Apply

Students use response system (i.e. clickers) to answer questions. After voting, they explain their answer to a partner then vote again. Typically, the second round of voting sees better results as students learn from their peers.

Presentation
Practice
 
Sequence chains Understand

Students fill in an instructor-generated graphic organizer based on reading and/or lecture that shows the relationship between ideas.

Presentation
Practice
 
Fact or Opinion Critical thinking

Students identify what is fact and what is opinion from a reading or lecture.

Presentation
Practice
 
IRAs Understand
Apply
Critical thinking

In response to a lecture or reading, students: explain insights they’ve gained, identify an additional resource that has similar themes, and write how the reading applies to their own personal experience.

Presentation
Practice
Defining Features Matrix Understand

Students classify concepts, ideas & theories based on specific criteria.

Presentation
Practice
Analytic Memo Analyze
Problem-solving

Students write a 1-2 page analysis of a problem/issue to a stakeholder.

Application
Group Grid Understand

Students sort course concepts into categories into an instructor-generated grid.

Presentation    
Three-Minute Message Evaluate
Critical thinking

Students present a concise three-minute argument with supporting evidence on a designated course topic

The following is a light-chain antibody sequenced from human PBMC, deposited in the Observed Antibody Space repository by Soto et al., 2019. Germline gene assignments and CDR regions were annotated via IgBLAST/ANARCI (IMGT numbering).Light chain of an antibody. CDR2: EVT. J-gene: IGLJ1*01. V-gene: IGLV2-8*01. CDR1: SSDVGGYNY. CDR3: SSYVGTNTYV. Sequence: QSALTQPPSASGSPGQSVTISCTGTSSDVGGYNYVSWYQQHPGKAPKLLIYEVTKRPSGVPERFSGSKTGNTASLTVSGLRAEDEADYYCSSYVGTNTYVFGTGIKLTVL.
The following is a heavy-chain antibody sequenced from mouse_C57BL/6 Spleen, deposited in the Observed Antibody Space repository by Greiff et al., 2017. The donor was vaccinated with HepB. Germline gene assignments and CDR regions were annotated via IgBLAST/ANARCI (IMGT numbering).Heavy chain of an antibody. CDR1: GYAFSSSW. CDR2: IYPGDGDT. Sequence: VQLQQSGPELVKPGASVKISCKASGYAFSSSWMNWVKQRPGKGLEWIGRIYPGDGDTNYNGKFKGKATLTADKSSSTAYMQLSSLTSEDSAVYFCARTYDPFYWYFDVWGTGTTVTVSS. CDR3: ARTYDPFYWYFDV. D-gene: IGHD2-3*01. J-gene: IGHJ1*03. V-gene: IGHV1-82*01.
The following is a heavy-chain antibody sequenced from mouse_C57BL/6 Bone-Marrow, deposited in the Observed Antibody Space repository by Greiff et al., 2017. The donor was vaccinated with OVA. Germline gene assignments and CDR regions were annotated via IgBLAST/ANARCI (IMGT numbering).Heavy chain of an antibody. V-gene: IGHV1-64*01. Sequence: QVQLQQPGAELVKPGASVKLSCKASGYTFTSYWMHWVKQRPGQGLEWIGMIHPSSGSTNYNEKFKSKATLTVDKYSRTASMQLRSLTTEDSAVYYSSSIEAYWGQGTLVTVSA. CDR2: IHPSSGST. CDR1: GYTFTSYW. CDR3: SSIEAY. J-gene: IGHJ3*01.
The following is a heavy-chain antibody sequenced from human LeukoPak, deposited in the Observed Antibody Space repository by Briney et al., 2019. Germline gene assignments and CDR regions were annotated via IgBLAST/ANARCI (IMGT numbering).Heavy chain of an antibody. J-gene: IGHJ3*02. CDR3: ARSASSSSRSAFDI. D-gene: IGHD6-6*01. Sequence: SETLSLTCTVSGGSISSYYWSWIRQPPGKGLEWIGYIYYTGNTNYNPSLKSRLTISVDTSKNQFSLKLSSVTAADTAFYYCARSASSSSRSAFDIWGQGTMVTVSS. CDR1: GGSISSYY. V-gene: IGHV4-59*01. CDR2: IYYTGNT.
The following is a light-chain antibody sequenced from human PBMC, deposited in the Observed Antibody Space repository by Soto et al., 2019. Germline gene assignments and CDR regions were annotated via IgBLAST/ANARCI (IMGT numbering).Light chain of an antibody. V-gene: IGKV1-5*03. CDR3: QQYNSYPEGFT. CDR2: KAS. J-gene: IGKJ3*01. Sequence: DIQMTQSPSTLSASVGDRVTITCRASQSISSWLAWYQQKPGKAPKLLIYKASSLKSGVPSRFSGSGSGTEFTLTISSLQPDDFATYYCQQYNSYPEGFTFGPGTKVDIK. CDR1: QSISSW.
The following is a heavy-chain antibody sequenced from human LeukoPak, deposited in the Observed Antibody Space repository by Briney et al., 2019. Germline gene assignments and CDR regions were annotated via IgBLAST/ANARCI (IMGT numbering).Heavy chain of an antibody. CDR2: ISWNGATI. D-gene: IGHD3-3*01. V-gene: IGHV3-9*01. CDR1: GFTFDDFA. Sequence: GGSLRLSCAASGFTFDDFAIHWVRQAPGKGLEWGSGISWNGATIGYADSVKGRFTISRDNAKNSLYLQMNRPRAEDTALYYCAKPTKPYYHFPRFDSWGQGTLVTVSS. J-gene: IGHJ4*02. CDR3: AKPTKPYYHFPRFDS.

Practice
Application
Directed Paraphrase Understand

Students craft a concise explanation of a difficult course concept in their own words for a specific audience

Practice
Invented Dialogues Analyze
Critical thinking

Students write dialogues between different characters (real or fictionalized depending on your topic) on controversial theories and issues.

Application
Documented Problem solving Problem-solving
Self-regulated learning

Students keep track of the steps they take as they solve a problem.

Practice
Application
Structured Problem Solving Apply
Analyze
Problem-solving
Students work in teams to use a specific process to solve a complex problem. Practice
Application
   
Case Study Apply
Analyze
Evaluate

Students analyze an authentic scenario and apply course ideas to provide a solution.

Application    
Contemporary Issues Journal Apply
Analyze
Critical thinking

Students keep a journal where they connect course information to current news or their own lives.

Practice
Application
 
Send-a-problem Apply
Analyze
Evaluate
Students pass around envelopes with a problem or scenario written on the front. Groups discuss and put their solution into the envelope and pass it to the next group. This group provides their own solution without looking at the previous group’s answer. Once a problem is in the third or fourth round, each group removes the solutions and evaluates each and decides which is best and why. Practice
Application
   
Post-It Parade Understand
Apply
Evaluate

Students put the answer to a question on a post-it note then stick it to a designated surface where it can be organized in a variety of ways.

all
Punctuated Lectures Self-regulated learning

The instructor pauses throughout the lecture and students reflect on what they were doing and why.

Presentation